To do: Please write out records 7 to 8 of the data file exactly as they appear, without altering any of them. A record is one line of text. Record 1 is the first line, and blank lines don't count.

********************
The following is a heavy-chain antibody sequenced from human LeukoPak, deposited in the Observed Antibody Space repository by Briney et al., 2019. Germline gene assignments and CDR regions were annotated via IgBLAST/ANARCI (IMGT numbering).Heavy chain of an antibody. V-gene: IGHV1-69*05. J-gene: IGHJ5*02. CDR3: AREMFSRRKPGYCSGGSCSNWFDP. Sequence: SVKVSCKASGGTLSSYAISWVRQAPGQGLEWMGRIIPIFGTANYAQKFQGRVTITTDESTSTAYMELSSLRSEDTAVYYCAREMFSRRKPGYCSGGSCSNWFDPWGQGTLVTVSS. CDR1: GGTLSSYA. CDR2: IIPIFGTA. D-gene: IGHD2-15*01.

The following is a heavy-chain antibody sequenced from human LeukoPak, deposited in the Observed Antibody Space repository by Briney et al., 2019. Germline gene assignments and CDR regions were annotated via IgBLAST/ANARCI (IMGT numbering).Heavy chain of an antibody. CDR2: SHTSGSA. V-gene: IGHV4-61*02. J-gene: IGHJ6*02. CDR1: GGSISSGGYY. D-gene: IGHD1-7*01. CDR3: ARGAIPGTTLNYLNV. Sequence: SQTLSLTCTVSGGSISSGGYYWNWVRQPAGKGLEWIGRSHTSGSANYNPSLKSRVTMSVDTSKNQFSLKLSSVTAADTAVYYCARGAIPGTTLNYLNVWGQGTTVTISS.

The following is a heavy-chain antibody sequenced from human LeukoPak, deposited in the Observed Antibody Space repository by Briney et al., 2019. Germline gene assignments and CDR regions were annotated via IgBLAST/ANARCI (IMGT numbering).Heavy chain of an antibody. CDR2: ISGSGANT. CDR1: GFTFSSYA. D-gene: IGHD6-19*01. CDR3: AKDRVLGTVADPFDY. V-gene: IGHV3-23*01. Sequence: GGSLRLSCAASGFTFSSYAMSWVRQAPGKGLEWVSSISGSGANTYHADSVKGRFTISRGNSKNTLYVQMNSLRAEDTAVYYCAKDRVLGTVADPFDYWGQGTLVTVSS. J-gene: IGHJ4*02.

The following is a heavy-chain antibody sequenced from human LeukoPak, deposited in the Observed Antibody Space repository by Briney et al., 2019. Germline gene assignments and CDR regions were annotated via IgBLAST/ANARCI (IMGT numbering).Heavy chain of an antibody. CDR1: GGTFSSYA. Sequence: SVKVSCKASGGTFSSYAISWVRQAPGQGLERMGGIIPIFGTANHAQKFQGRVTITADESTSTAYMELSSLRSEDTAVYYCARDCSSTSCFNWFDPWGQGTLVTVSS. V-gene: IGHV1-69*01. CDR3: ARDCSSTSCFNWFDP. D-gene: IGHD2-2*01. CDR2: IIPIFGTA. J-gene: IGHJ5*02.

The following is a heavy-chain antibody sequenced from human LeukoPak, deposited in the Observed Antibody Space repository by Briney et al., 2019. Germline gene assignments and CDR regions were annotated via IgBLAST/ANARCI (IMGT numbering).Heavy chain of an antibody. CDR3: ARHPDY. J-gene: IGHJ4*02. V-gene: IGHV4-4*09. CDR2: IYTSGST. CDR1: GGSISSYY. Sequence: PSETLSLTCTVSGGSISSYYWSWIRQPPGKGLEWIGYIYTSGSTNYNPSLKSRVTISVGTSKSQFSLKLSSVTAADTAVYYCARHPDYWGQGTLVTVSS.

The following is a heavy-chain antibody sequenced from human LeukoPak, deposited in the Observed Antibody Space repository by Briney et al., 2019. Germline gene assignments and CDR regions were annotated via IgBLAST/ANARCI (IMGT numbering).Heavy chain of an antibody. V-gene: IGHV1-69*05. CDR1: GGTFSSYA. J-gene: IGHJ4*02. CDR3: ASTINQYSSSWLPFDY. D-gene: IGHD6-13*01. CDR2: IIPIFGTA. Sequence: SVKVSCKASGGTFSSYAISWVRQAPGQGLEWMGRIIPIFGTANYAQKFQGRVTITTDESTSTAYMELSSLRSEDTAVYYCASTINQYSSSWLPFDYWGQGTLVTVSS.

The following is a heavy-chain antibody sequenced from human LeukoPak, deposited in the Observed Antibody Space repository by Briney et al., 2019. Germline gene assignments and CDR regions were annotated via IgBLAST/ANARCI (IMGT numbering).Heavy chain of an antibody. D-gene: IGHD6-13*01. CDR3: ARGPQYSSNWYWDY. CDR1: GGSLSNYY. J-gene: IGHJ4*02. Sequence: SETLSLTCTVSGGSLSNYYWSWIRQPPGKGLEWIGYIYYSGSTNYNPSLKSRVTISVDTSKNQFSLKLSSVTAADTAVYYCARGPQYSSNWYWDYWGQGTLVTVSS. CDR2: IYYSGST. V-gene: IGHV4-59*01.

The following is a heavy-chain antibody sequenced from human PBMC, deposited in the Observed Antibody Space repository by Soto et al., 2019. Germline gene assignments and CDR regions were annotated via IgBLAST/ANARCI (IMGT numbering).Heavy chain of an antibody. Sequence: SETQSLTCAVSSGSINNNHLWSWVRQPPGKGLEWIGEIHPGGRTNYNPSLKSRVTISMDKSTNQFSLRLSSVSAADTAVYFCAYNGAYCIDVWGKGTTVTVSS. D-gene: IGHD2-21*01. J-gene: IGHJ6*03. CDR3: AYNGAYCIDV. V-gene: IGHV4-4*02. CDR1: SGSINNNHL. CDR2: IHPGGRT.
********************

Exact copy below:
The following is a heavy-chain antibody sequenced from human LeukoPak, deposited in the Observed Antibody Space repository by Briney et al., 2019. Germline gene assignments and CDR regions were annotated via IgBLAST/ANARCI (IMGT numbering).Heavy chain of an antibody. D-gene: IGHD6-13*01. CDR3: ARGPQYSSNWYWDY. CDR1: GGSLSNYY. J-gene: IGHJ4*02. Sequence: SETLSLTCTVSGGSLSNYYWSWIRQPPGKGLEWIGYIYYSGSTNYNPSLKSRVTISVDTSKNQFSLKLSSVTAADTAVYYCARGPQYSSNWYWDYWGQGTLVTVSS. CDR2: IYYSGST. V-gene: IGHV4-59*01.

The following is a heavy-chain antibody sequenced from human PBMC, deposited in the Observed Antibody Space repository by Soto et al., 2019. Germline gene assignments and CDR regions were annotated via IgBLAST/ANARCI (IMGT numbering).Heavy chain of an antibody. Sequence: SETQSLTCAVSSGSINNNHLWSWVRQPPGKGLEWIGEIHPGGRTNYNPSLKSRVTISMDKSTNQFSLRLSSVSAADTAVYFCAYNGAYCIDVWGKGTTVTVSS. D-gene: IGHD2-21*01. J-gene: IGHJ6*03. CDR3: AYNGAYCIDV. V-gene: IGHV4-4*02. CDR1: SGSINNNHL. CDR2: IHPGGRT.